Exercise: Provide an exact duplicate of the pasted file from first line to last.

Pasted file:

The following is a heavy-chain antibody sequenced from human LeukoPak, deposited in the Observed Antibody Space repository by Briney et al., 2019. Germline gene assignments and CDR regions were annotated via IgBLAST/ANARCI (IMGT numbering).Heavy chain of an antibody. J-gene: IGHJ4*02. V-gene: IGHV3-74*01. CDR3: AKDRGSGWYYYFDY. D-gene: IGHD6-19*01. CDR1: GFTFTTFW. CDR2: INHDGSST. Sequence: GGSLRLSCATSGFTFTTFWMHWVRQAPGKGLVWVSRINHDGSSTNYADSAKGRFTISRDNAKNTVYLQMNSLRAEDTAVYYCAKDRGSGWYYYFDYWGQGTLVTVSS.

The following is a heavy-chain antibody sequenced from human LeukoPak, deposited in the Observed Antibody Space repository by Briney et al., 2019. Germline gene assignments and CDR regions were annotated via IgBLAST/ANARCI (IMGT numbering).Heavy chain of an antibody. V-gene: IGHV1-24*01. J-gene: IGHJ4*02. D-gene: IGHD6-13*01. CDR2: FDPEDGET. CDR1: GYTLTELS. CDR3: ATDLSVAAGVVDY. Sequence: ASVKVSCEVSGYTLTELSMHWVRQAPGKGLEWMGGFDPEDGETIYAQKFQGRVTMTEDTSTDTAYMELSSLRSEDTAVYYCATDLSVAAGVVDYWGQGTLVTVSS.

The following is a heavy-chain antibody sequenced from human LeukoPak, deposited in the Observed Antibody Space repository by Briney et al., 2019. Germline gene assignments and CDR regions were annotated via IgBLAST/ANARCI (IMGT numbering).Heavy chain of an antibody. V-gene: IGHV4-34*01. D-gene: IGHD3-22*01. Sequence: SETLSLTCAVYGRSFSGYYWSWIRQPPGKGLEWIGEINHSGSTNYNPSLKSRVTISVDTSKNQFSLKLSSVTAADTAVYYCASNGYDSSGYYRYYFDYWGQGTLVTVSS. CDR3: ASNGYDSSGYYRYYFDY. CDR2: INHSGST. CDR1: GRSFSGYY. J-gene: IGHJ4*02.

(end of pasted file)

The following is a heavy-chain antibody sequenced from human LeukoPak, deposited in the Observed Antibody Space repository by Briney et al., 2019. Germline gene assignments and CDR regions were annotated via IgBLAST/ANARCI (IMGT numbering).Heavy chain of an antibody. J-gene: IGHJ4*02. V-gene: IGHV3-74*01. CDR3: AKDRGSGWYYYFDY. D-gene: IGHD6-19*01. CDR1: GFTFTTFW. CDR2: INHDGSST. Sequence: GGSLRLSCATSGFTFTTFWMHWVRQAPGKGLVWVSRINHDGSSTNYADSAKGRFTISRDNAKNTVYLQMNSLRAEDTAVYYCAKDRGSGWYYYFDYWGQGTLVTVSS.

The following is a heavy-chain antibody sequenced from human LeukoPak, deposited in the Observed Antibody Space repository by Briney et al., 2019. Germline gene assignments and CDR regions were annotated via IgBLAST/ANARCI (IMGT numbering).Heavy chain of an antibody. V-gene: IGHV1-24*01. J-gene: IGHJ4*02. D-gene: IGHD6-13*01. CDR2: FDPEDGET. CDR1: GYTLTELS. CDR3: ATDLSVAAGVVDY. Sequence: ASVKVSCEVSGYTLTELSMHWVRQAPGKGLEWMGGFDPEDGETIYAQKFQGRVTMTEDTSTDTAYMELSSLRSEDTAVYYCATDLSVAAGVVDYWGQGTLVTVSS.

The following is a heavy-chain antibody sequenced from human LeukoPak, deposited in the Observed Antibody Space repository by Briney et al., 2019. Germline gene assignments and CDR regions were annotated via IgBLAST/ANARCI (IMGT numbering).Heavy chain of an antibody. V-gene: IGHV4-34*01. D-gene: IGHD3-22*01. Sequence: SETLSLTCAVYGRSFSGYYWSWIRQPPGKGLEWIGEINHSGSTNYNPSLKSRVTISVDTSKNQFSLKLSSVTAADTAVYYCASNGYDSSGYYRYYFDYWGQGTLVTVSS. CDR3: ASNGYDSSGYYRYYFDY. CDR2: INHSGST. CDR1: GRSFSGYY. J-gene: IGHJ4*02.